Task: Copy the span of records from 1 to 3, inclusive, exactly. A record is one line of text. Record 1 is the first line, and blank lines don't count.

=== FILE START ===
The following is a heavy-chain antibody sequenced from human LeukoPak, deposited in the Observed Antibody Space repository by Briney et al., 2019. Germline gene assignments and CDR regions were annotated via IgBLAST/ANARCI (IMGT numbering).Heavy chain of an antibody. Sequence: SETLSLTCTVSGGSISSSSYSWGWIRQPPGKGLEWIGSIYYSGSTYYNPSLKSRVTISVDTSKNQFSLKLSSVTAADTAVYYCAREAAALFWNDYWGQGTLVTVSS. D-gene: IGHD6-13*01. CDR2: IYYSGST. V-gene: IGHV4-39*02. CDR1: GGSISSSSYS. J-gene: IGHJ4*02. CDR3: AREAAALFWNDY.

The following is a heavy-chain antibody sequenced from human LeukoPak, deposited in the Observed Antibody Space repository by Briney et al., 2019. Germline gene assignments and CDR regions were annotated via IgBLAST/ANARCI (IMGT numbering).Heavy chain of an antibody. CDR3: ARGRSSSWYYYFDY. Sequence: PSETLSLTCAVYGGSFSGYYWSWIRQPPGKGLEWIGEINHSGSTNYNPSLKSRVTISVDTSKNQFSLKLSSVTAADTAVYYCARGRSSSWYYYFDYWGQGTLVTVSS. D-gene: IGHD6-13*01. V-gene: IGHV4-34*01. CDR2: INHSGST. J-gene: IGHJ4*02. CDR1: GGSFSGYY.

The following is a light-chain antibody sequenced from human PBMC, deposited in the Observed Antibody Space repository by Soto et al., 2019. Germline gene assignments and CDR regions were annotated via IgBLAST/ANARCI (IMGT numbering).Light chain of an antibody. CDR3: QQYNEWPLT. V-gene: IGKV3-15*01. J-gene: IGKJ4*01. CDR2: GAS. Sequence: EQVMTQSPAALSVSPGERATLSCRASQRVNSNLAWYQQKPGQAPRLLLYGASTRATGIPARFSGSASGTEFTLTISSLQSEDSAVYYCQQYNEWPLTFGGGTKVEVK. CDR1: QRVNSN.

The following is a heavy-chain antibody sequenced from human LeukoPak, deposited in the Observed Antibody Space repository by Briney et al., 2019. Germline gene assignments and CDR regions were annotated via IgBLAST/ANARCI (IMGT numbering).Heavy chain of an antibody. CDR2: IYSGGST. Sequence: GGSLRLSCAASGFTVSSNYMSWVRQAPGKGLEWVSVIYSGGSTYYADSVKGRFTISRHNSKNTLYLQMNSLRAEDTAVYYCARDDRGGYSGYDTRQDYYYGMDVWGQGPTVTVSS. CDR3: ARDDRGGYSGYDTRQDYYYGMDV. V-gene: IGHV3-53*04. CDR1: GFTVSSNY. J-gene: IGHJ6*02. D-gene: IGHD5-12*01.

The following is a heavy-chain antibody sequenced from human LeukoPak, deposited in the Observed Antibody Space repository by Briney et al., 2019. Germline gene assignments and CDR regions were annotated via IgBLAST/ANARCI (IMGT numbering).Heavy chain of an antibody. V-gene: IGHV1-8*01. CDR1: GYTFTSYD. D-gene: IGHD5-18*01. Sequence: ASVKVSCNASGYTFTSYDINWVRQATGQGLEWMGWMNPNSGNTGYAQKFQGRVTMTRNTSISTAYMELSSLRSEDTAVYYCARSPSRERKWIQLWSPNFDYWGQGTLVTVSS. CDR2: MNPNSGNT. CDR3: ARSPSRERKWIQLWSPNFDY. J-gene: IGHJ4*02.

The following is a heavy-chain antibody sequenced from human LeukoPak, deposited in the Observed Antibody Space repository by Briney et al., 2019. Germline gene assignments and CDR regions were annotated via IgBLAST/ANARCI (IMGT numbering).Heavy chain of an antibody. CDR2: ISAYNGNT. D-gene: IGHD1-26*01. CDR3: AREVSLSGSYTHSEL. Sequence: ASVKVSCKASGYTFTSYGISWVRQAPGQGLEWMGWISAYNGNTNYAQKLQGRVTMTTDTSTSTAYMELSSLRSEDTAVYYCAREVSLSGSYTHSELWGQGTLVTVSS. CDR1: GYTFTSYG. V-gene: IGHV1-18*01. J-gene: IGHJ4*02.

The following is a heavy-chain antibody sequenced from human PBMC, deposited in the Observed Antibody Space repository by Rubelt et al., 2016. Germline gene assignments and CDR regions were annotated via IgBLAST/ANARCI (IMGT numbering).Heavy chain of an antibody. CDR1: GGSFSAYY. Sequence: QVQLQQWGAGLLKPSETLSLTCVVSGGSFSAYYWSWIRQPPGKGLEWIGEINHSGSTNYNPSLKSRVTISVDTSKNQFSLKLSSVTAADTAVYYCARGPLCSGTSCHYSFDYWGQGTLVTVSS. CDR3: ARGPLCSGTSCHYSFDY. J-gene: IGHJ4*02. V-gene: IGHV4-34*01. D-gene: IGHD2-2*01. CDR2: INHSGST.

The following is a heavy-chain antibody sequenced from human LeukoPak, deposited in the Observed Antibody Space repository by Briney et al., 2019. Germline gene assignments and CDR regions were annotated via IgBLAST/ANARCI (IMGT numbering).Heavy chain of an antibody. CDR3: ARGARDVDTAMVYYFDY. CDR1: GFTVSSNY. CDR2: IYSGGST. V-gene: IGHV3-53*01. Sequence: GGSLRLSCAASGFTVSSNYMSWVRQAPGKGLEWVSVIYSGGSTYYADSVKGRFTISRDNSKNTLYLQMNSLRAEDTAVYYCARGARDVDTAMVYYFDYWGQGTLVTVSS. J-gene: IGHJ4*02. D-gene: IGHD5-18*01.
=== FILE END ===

The following is a heavy-chain antibody sequenced from human LeukoPak, deposited in the Observed Antibody Space repository by Briney et al., 2019. Germline gene assignments and CDR regions were annotated via IgBLAST/ANARCI (IMGT numbering).Heavy chain of an antibody. Sequence: SETLSLTCTVSGGSISSSSYSWGWIRQPPGKGLEWIGSIYYSGSTYYNPSLKSRVTISVDTSKNQFSLKLSSVTAADTAVYYCAREAAALFWNDYWGQGTLVTVSS. D-gene: IGHD6-13*01. CDR2: IYYSGST. V-gene: IGHV4-39*02. CDR1: GGSISSSSYS. J-gene: IGHJ4*02. CDR3: AREAAALFWNDY.

The following is a heavy-chain antibody sequenced from human LeukoPak, deposited in the Observed Antibody Space repository by Briney et al., 2019. Germline gene assignments and CDR regions were annotated via IgBLAST/ANARCI (IMGT numbering).Heavy chain of an antibody. CDR3: ARGRSSSWYYYFDY. Sequence: PSETLSLTCAVYGGSFSGYYWSWIRQPPGKGLEWIGEINHSGSTNYNPSLKSRVTISVDTSKNQFSLKLSSVTAADTAVYYCARGRSSSWYYYFDYWGQGTLVTVSS. D-gene: IGHD6-13*01. V-gene: IGHV4-34*01. CDR2: INHSGST. J-gene: IGHJ4*02. CDR1: GGSFSGYY.

The following is a light-chain antibody sequenced from human PBMC, deposited in the Observed Antibody Space repository by Soto et al., 2019. Germline gene assignments and CDR regions were annotated via IgBLAST/ANARCI (IMGT numbering).Light chain of an antibody. CDR3: QQYNEWPLT. V-gene: IGKV3-15*01. J-gene: IGKJ4*01. CDR2: GAS. Sequence: EQVMTQSPAALSVSPGERATLSCRASQRVNSNLAWYQQKPGQAPRLLLYGASTRATGIPARFSGSASGTEFTLTISSLQSEDSAVYYCQQYNEWPLTFGGGTKVEVK. CDR1: QRVNSN.